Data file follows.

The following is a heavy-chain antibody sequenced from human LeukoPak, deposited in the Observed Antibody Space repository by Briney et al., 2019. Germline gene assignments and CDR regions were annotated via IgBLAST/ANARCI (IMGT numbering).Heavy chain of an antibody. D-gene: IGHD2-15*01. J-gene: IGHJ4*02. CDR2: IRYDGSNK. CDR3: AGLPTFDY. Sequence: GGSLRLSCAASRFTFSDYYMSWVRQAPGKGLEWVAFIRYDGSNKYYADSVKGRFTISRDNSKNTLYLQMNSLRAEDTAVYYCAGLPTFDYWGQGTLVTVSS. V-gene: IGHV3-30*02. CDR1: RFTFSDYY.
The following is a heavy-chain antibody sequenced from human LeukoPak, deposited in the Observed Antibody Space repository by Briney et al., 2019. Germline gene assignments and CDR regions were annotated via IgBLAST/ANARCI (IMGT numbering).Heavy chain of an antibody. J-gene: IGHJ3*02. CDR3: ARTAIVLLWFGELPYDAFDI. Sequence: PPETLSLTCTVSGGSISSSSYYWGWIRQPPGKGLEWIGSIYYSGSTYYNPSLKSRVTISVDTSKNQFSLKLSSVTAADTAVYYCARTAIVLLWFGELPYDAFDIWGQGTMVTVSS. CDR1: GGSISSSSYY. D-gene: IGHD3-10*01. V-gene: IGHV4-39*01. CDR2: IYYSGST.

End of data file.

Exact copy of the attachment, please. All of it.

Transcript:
The following is a heavy-chain antibody sequenced from human LeukoPak, deposited in the Observed Antibody Space repository by Briney et al., 2019. Germline gene assignments and CDR regions were annotated via IgBLAST/ANARCI (IMGT numbering).Heavy chain of an antibody. D-gene: IGHD2-15*01. J-gene: IGHJ4*02. CDR2: IRYDGSNK. CDR3: AGLPTFDY. Sequence: GGSLRLSCAASRFTFSDYYMSWVRQAPGKGLEWVAFIRYDGSNKYYADSVKGRFTISRDNSKNTLYLQMNSLRAEDTAVYYCAGLPTFDYWGQGTLVTVSS. V-gene: IGHV3-30*02. CDR1: RFTFSDYY.
The following is a heavy-chain antibody sequenced from human LeukoPak, deposited in the Observed Antibody Space repository by Briney et al., 2019. Germline gene assignments and CDR regions were annotated via IgBLAST/ANARCI (IMGT numbering).Heavy chain of an antibody. J-gene: IGHJ3*02. CDR3: ARTAIVLLWFGELPYDAFDI. Sequence: PPETLSLTCTVSGGSISSSSYYWGWIRQPPGKGLEWIGSIYYSGSTYYNPSLKSRVTISVDTSKNQFSLKLSSVTAADTAVYYCARTAIVLLWFGELPYDAFDIWGQGTMVTVSS. CDR1: GGSISSSSYY. D-gene: IGHD3-10*01. V-gene: IGHV4-39*01. CDR2: IYYSGST.